Nancy: It’s not just for non-Christians; it is for believers. Think of in Hebrews chapter 12 the writer to the Hebrews says you’re running a race, and you can’t run a race (I’m paraphrasing here) with extra clothing and all kinds of weights that you’re carrying. So he says that if you’re going to run this race with endurance, you have to lay aside every weight and sin that clings so closely. And then, run with endurance the race that is set before us. This is a really important thing to first realize sin does weigh us down.

Mary: It does. It’s not just the sin, it’s the guilt and the shame that accompanies the sin. The whole burden of it that’s so dark and so oppressive and so heavy. Those are things that we are to not be carrying around. We’re to rid ourselves of that by running to the cross and dealing with our sin and our shame and our guilt through the discipline of confession.

Nancy: Which we’re not going to confess until we first we realize that we do have sins. Do you feel like we do not talk a lot about sin today? 

Dannah: It is so politically incorrect. I feel like bringing the word up in church settings, not my particular church my particular church talks about it a lot, but you have to weigh out at what place of readiness are they for me to talk about how the payment of sin is death. There is blood required to pay for that sin. Those are harsh things if you don’t have a healthy theology of what sin is. 

Nancy: Well we laugh about sin in our culture.

Dannah: We do

Nancy: We think things are funny that God says are wicked, and we think the things that God says are holy are ridiculous. I think we need to get our thinking straight about sin, but then about its consequences.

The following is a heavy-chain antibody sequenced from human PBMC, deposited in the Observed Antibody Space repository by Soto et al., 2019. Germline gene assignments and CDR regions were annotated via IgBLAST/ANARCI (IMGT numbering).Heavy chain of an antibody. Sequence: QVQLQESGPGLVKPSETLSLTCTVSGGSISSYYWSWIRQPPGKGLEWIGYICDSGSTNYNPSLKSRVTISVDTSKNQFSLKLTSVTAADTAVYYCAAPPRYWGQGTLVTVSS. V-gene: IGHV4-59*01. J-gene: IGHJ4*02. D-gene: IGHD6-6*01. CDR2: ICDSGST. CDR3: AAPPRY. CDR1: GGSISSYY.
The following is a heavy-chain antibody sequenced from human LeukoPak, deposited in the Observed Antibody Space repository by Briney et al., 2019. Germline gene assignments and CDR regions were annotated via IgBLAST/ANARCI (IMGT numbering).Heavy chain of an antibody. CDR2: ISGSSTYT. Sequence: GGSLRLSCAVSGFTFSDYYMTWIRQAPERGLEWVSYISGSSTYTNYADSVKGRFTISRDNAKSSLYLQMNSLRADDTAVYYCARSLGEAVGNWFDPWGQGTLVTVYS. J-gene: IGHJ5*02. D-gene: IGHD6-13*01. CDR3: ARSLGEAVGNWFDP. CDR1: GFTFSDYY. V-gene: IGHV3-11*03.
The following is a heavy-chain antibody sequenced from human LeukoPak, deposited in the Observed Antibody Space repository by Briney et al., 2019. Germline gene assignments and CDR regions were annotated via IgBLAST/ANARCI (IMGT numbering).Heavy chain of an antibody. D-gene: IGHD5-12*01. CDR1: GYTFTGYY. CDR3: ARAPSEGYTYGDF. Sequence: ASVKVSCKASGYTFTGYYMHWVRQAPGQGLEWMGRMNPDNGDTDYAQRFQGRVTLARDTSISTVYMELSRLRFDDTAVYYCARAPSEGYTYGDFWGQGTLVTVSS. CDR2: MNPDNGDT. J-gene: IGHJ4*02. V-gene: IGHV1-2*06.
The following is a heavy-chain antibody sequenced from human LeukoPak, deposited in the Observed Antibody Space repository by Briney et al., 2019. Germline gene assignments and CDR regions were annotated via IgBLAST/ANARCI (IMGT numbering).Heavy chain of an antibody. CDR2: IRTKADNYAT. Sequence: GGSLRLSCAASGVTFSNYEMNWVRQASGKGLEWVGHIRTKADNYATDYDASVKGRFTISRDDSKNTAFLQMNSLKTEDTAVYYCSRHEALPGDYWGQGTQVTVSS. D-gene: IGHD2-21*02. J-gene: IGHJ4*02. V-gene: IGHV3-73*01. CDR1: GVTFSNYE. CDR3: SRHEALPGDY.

David in Psalm 32 says that when I kept silent about my sin, when I didn’t confess it, (that’s where we're heading on this conversation) when I didn’t bring it into the light, it weighed heavily upon me. My body was groaning. 

Dannah: My bones were rotting.

Nancy: I think that there are physiological and mental and emotional ailments, not all of them by any means, but some of them are just the consequences of not dealing with the burden of sin. Carrying it instead of getting rid of it. So before we can confess it, confess it really implies you acknowledging that you have it. You’re not pretending it’s not there and it doesn’t matter. 

Mary: That’s why it is so important to talk about sin. All of us are sinners. We are forgiving and made righteous when we come to Jesus. So positionally, we are in good standing, we are in right standing with Him, but we deal with sin on an ongoing basis. It does weigh us down, and it does burden us. 

I think of a woman that I met, a young woman over on the east coast. She was actually on staff with a Christian organization working on campus with a group there. She came to me, and she began to share some things after a conference. She started to share about a sin that she had never told anyone about. Now, she had confessed it to God. She knew that intellectually she had been forgiven. 

Her story was that she was a pastor’s daughter. Her mom and dad when she went off to college just said be very careful who you date and don’t go out to bars. But she met this guy, and she went out. She thought that she would be able to witness to him and be able to share the gospel. 

Dannah: Missionary Dating.

Mary: Missionary dating. She ended up meeting him at a bar and unbenounced to her, during that evening he slipped a date rape drug in her drink. She woke up the next morning disoriented and didn’t know what had happened. She didn’t even know for sure that anything had happened. She woke up in her own bed, but was just totally disoriented. 

Well, fast-forward a few weeks, and she found out she was pregnant. She thought, How can I even tell my Bible study group of girls that I am discipling? I am a leader in the community here, in the Christain community. How can I even tell them what happened and what I did? So she went quietly and without telling anyone, she had an abortion. 

So when she met me, she said, “I have dealt with being sinned against.” Because that was a terrible thing that she was raped and she was sinned against in a terrible way. She had dealt with that and all the consequences and gone through some counseling. But she still had not told anyone about the abortion because, “That was my choice. The sin against me was out of my control.”